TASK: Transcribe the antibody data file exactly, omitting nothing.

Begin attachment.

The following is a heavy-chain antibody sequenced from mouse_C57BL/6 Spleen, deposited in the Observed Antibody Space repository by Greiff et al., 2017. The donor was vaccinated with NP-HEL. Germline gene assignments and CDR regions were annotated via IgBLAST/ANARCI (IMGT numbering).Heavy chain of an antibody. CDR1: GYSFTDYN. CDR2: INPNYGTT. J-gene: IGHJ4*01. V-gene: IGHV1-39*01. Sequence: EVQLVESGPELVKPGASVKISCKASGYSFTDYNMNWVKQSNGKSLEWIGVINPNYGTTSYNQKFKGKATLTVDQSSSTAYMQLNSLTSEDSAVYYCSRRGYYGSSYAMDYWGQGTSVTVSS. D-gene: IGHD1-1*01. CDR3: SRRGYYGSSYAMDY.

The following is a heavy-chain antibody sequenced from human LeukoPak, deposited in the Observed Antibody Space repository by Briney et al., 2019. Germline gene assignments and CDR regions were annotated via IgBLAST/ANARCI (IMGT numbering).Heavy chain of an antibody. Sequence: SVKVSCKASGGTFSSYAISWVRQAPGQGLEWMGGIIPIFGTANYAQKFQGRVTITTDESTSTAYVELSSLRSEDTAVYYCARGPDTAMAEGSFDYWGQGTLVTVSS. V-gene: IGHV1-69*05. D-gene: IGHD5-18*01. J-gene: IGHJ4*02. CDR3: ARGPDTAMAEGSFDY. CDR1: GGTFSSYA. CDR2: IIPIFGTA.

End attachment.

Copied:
The following is a heavy-chain antibody sequenced from mouse_C57BL/6 Spleen, deposited in the Observed Antibody Space repository by Greiff et al., 2017. The donor was vaccinated with NP-HEL. Germline gene assignments and CDR regions were annotated via IgBLAST/ANARCI (IMGT numbering).Heavy chain of an antibody. CDR1: GYSFTDYN. CDR2: INPNYGTT. J-gene: IGHJ4*01. V-gene: IGHV1-39*01. Sequence: EVQLVESGPELVKPGASVKISCKASGYSFTDYNMNWVKQSNGKSLEWIGVINPNYGTTSYNQKFKGKATLTVDQSSSTAYMQLNSLTSEDSAVYYCSRRGYYGSSYAMDYWGQGTSVTVSS. D-gene: IGHD1-1*01. CDR3: SRRGYYGSSYAMDY.

The following is a heavy-chain antibody sequenced from human LeukoPak, deposited in the Observed Antibody Space repository by Briney et al., 2019. Germline gene assignments and CDR regions were annotated via IgBLAST/ANARCI (IMGT numbering).Heavy chain of an antibody. Sequence: SVKVSCKASGGTFSSYAISWVRQAPGQGLEWMGGIIPIFGTANYAQKFQGRVTITTDESTSTAYVELSSLRSEDTAVYYCARGPDTAMAEGSFDYWGQGTLVTVSS. V-gene: IGHV1-69*05. D-gene: IGHD5-18*01. J-gene: IGHJ4*02. CDR3: ARGPDTAMAEGSFDY. CDR1: GGTFSSYA. CDR2: IIPIFGTA.